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ACS Chem Biol. 2016 Feb 19;11(2):363-74. doi: 10.1021/acschembio.5b00640. Epub 2015 Dec 7.

An Isochemogenic Set of Inhibitors To Define the Therapeutic Potential of Histone Deacetylases in β-Cell Protection.

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Stanley Center for Psychiatric Research, Broad Institute of Harvard and MIT , Cambridge, Massachusetts 02142, United States.
Center for the Science of Therapeutics, Broad Institute of Harvard and MIT , Cambridge, Massachusetts 02142, United States.
Department of Biomedical Sciences, University of Copenhagen , Copenhagen 1165, Denmark.
Department of Internal Medicine, Yale University , New Haven, Connecticut 06520, United States.
SL Fisher Consulting, LLC , PO Box 3052, Framingham, Massachusetts 01701, United States.
University of Exeter Medical School , RD&E Hospital, Wonford EX2 5DW, U.K.
Athinoula A. Martinos Center for Biomedical Imaging, Massachusetts General Hospital, Department of Radiology, Harvard Medical School , Charlestown, Massachusetts 02129, United States.
Department of Molecular Medicine and Surgery, Karolinska Institutet , Stockholm 171 77, Sweden.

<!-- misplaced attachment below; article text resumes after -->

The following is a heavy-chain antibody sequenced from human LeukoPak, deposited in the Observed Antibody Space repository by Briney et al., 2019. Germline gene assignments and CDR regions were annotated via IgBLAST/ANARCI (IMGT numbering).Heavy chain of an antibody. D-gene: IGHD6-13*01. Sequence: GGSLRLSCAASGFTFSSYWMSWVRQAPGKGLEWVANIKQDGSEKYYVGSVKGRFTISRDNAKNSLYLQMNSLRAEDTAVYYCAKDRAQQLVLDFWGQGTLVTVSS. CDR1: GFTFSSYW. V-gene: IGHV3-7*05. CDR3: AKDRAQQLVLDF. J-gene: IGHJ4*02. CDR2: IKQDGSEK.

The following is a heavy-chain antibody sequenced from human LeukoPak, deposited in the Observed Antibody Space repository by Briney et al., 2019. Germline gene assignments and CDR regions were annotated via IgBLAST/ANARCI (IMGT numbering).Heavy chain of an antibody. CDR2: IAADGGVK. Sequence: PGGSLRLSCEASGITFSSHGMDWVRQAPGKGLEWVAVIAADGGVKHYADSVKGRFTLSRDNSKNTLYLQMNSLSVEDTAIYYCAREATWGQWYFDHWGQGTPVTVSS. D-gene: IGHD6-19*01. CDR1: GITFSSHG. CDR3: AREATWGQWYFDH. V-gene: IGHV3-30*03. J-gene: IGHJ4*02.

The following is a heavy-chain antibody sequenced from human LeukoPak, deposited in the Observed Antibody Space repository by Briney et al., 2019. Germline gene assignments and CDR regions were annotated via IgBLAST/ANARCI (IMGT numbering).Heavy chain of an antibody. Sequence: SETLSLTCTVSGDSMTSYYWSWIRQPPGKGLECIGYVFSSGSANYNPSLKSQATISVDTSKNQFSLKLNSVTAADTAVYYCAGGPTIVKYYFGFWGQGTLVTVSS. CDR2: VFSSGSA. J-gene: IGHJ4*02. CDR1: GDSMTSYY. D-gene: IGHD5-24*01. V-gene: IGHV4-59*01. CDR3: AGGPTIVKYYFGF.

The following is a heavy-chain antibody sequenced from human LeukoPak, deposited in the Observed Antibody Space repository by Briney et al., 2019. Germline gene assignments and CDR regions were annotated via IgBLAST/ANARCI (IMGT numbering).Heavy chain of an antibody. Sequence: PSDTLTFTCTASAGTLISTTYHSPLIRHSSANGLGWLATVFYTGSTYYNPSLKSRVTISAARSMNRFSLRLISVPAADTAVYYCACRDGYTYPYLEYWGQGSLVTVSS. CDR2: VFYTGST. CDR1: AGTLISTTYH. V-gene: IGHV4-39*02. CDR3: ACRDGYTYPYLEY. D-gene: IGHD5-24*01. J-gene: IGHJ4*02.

Modulation of histone deacetylase (HDAC) activity has been implicated as a potential therapeutic strategy for multiple diseases. However, it has been difficult to dissect the role of individual HDACs due to a lack of selective small-molecule inhibitors. Here, we report the synthesis of a series of highly potent and isoform-selective class I HDAC inhibitors, rationally designed by exploiting minimal structural changes to the clinically experienced HDAC inhibitor CI-994. We used this toolkit of isochemogenic or chemically matched inhibitors to probe the role of class I HDACs in β-cell pathobiology and demonstrate for the first time that selective inhibition of an individual HDAC isoform retains beneficial biological activity and mitigates mechanism-based toxicities. The highly selective HDAC3 inhibitor BRD3308 suppressed pancreatic β-cell apoptosis induced by inflammatory cytokines, as expected, or now glucolipotoxic stress, and increased functional insulin release. In addition, BRD3308 had no effect on human megakaryocyte differentiation, while inhibitors of HDAC1 and 2 were toxic. Our findings demonstrate that the selective inhibition of HDAC3 represents a potential path forward as a therapy to protect pancreatic β-cells from inflammatory cytokines and nutrient overload in diabetes.

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